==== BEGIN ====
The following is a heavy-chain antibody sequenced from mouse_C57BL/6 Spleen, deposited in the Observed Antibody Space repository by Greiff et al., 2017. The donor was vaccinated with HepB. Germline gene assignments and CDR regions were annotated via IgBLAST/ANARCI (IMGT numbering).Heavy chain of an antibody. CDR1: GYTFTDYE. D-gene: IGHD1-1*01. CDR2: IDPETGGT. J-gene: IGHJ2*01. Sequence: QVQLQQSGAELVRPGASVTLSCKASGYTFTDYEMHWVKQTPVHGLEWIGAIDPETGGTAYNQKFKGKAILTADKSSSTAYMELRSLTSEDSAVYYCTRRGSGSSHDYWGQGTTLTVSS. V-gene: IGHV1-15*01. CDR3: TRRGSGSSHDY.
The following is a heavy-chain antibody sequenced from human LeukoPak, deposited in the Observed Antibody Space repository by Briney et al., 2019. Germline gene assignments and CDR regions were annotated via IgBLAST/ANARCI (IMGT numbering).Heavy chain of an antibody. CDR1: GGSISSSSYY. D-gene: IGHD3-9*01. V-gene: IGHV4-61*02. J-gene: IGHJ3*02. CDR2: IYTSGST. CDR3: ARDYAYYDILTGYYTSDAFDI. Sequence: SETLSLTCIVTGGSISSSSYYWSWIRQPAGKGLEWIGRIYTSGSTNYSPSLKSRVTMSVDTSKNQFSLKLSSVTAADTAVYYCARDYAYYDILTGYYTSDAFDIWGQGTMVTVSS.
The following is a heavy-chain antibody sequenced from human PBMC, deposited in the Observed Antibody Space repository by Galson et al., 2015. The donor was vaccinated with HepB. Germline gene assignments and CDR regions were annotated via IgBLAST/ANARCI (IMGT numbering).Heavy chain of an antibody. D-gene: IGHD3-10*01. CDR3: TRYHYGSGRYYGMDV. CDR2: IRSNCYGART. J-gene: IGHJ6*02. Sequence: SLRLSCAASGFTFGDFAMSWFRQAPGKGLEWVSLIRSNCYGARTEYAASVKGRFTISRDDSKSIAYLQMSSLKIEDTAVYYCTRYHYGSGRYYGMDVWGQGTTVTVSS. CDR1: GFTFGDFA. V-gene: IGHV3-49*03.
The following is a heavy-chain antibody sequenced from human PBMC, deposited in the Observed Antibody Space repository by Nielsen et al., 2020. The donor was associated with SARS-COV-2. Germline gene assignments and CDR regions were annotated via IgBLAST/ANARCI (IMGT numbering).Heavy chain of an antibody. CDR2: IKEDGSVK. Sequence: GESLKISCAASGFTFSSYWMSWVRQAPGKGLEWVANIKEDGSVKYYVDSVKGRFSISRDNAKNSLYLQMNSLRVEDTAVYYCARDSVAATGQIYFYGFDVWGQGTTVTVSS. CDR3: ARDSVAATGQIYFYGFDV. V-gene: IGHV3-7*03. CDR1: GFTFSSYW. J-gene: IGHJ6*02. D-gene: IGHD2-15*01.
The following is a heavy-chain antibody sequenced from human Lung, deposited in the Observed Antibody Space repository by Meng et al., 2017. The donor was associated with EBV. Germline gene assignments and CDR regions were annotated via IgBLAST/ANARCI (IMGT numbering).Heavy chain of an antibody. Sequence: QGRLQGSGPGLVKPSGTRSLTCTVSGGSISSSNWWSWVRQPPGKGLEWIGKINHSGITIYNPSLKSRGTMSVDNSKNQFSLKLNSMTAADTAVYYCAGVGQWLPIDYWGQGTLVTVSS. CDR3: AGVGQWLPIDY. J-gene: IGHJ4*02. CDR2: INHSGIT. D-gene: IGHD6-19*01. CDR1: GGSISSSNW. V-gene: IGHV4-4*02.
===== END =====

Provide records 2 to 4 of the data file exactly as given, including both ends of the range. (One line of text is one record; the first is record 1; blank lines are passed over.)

The following is a heavy-chain antibody sequenced from human LeukoPak, deposited in the Observed Antibody Space repository by Briney et al., 2019. Germline gene assignments and CDR regions were annotated via IgBLAST/ANARCI (IMGT numbering).Heavy chain of an antibody. CDR1: GGSISSSSYY. D-gene: IGHD3-9*01. V-gene: IGHV4-61*02. J-gene: IGHJ3*02. CDR2: IYTSGST. CDR3: ARDYAYYDILTGYYTSDAFDI. Sequence: SETLSLTCIVTGGSISSSSYYWSWIRQPAGKGLEWIGRIYTSGSTNYSPSLKSRVTMSVDTSKNQFSLKLSSVTAADTAVYYCARDYAYYDILTGYYTSDAFDIWGQGTMVTVSS.
The following is a heavy-chain antibody sequenced from human PBMC, deposited in the Observed Antibody Space repository by Galson et al., 2015. The donor was vaccinated with HepB. Germline gene assignments and CDR regions were annotated via IgBLAST/ANARCI (IMGT numbering).Heavy chain of an antibody. D-gene: IGHD3-10*01. CDR3: TRYHYGSGRYYGMDV. CDR2: IRSNCYGART. J-gene: IGHJ6*02. Sequence: SLRLSCAASGFTFGDFAMSWFRQAPGKGLEWVSLIRSNCYGARTEYAASVKGRFTISRDDSKSIAYLQMSSLKIEDTAVYYCTRYHYGSGRYYGMDVWGQGTTVTVSS. CDR1: GFTFGDFA. V-gene: IGHV3-49*03.
The following is a heavy-chain antibody sequenced from human PBMC, deposited in the Observed Antibody Space repository by Nielsen et al., 2020. The donor was associated with SARS-COV-2. Germline gene assignments and CDR regions were annotated via IgBLAST/ANARCI (IMGT numbering).Heavy chain of an antibody. CDR2: IKEDGSVK. Sequence: GESLKISCAASGFTFSSYWMSWVRQAPGKGLEWVANIKEDGSVKYYVDSVKGRFSISRDNAKNSLYLQMNSLRVEDTAVYYCARDSVAATGQIYFYGFDVWGQGTTVTVSS. CDR3: ARDSVAATGQIYFYGFDV. V-gene: IGHV3-7*03. CDR1: GFTFSSYW. J-gene: IGHJ6*02. D-gene: IGHD2-15*01.